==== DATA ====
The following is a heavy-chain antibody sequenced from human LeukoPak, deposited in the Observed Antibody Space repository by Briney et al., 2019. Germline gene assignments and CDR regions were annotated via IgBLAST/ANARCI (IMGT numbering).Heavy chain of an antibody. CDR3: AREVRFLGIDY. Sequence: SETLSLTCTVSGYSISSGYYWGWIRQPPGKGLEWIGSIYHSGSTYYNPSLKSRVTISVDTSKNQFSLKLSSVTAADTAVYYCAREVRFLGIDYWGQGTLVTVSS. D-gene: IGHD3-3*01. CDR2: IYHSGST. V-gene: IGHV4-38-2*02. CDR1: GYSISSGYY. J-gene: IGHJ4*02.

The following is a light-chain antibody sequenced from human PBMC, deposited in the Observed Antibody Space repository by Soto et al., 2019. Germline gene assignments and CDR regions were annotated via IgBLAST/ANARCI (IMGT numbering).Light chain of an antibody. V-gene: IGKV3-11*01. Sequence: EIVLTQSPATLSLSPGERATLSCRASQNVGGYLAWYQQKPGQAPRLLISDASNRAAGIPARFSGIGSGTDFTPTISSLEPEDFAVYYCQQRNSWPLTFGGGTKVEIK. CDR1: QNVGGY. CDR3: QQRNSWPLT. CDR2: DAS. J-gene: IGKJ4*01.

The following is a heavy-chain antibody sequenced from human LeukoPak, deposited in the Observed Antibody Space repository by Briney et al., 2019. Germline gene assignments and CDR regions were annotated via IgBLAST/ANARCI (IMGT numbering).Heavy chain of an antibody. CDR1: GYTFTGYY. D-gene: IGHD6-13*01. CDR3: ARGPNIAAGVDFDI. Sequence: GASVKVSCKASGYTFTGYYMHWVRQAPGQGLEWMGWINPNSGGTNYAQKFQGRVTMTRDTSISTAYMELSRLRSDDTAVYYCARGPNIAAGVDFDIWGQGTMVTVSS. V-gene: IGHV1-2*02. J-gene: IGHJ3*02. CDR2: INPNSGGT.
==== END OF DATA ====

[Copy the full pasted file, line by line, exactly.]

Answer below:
The following is a heavy-chain antibody sequenced from human LeukoPak, deposited in the Observed Antibody Space repository by Briney et al., 2019. Germline gene assignments and CDR regions were annotated via IgBLAST/ANARCI (IMGT numbering).Heavy chain of an antibody. CDR3: AREVRFLGIDY. Sequence: SETLSLTCTVSGYSISSGYYWGWIRQPPGKGLEWIGSIYHSGSTYYNPSLKSRVTISVDTSKNQFSLKLSSVTAADTAVYYCAREVRFLGIDYWGQGTLVTVSS. D-gene: IGHD3-3*01. CDR2: IYHSGST. V-gene: IGHV4-38-2*02. CDR1: GYSISSGYY. J-gene: IGHJ4*02.

The following is a light-chain antibody sequenced from human PBMC, deposited in the Observed Antibody Space repository by Soto et al., 2019. Germline gene assignments and CDR regions were annotated via IgBLAST/ANARCI (IMGT numbering).Light chain of an antibody. V-gene: IGKV3-11*01. Sequence: EIVLTQSPATLSLSPGERATLSCRASQNVGGYLAWYQQKPGQAPRLLISDASNRAAGIPARFSGIGSGTDFTPTISSLEPEDFAVYYCQQRNSWPLTFGGGTKVEIK. CDR1: QNVGGY. CDR3: QQRNSWPLT. CDR2: DAS. J-gene: IGKJ4*01.

The following is a heavy-chain antibody sequenced from human LeukoPak, deposited in the Observed Antibody Space repository by Briney et al., 2019. Germline gene assignments and CDR regions were annotated via IgBLAST/ANARCI (IMGT numbering).Heavy chain of an antibody. CDR1: GYTFTGYY. D-gene: IGHD6-13*01. CDR3: ARGPNIAAGVDFDI. Sequence: GASVKVSCKASGYTFTGYYMHWVRQAPGQGLEWMGWINPNSGGTNYAQKFQGRVTMTRDTSISTAYMELSRLRSDDTAVYYCARGPNIAAGVDFDIWGQGTMVTVSS. V-gene: IGHV1-2*02. J-gene: IGHJ3*02. CDR2: INPNSGGT.